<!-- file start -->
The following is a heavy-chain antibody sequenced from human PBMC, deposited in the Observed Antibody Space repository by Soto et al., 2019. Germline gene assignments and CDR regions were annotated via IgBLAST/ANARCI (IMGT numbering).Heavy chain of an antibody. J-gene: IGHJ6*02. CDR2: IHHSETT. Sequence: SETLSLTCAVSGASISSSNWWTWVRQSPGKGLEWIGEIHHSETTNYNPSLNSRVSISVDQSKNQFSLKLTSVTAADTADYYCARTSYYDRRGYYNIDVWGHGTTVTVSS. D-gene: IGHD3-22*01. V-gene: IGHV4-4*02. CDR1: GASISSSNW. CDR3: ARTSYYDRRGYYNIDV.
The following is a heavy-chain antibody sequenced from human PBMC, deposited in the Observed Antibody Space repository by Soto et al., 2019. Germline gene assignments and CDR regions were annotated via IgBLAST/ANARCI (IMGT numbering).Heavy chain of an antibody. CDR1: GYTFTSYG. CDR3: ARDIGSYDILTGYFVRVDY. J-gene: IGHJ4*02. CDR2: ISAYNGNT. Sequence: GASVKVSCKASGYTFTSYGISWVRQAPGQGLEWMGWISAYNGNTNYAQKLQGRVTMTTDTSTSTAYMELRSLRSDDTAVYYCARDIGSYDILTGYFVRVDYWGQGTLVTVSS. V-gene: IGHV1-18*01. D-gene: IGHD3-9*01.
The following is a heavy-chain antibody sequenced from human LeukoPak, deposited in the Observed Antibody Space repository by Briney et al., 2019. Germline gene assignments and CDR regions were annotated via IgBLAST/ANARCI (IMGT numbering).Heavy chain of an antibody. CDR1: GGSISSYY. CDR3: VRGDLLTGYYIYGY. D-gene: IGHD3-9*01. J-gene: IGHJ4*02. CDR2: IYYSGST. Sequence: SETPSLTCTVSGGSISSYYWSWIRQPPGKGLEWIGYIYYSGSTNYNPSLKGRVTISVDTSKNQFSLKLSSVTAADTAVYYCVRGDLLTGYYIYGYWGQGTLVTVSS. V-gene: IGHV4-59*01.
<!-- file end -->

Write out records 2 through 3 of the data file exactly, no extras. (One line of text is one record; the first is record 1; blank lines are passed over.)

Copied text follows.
The following is a heavy-chain antibody sequenced from human PBMC, deposited in the Observed Antibody Space repository by Soto et al., 2019. Germline gene assignments and CDR regions were annotated via IgBLAST/ANARCI (IMGT numbering).Heavy chain of an antibody. CDR1: GYTFTSYG. CDR3: ARDIGSYDILTGYFVRVDY. J-gene: IGHJ4*02. CDR2: ISAYNGNT. Sequence: GASVKVSCKASGYTFTSYGISWVRQAPGQGLEWMGWISAYNGNTNYAQKLQGRVTMTTDTSTSTAYMELRSLRSDDTAVYYCARDIGSYDILTGYFVRVDYWGQGTLVTVSS. V-gene: IGHV1-18*01. D-gene: IGHD3-9*01.
The following is a heavy-chain antibody sequenced from human LeukoPak, deposited in the Observed Antibody Space repository by Briney et al., 2019. Germline gene assignments and CDR regions were annotated via IgBLAST/ANARCI (IMGT numbering).Heavy chain of an antibody. CDR1: GGSISSYY. CDR3: VRGDLLTGYYIYGY. D-gene: IGHD3-9*01. J-gene: IGHJ4*02. CDR2: IYYSGST. Sequence: SETPSLTCTVSGGSISSYYWSWIRQPPGKGLEWIGYIYYSGSTNYNPSLKGRVTISVDTSKNQFSLKLSSVTAADTAVYYCVRGDLLTGYYIYGYWGQGTLVTVSS. V-gene: IGHV4-59*01.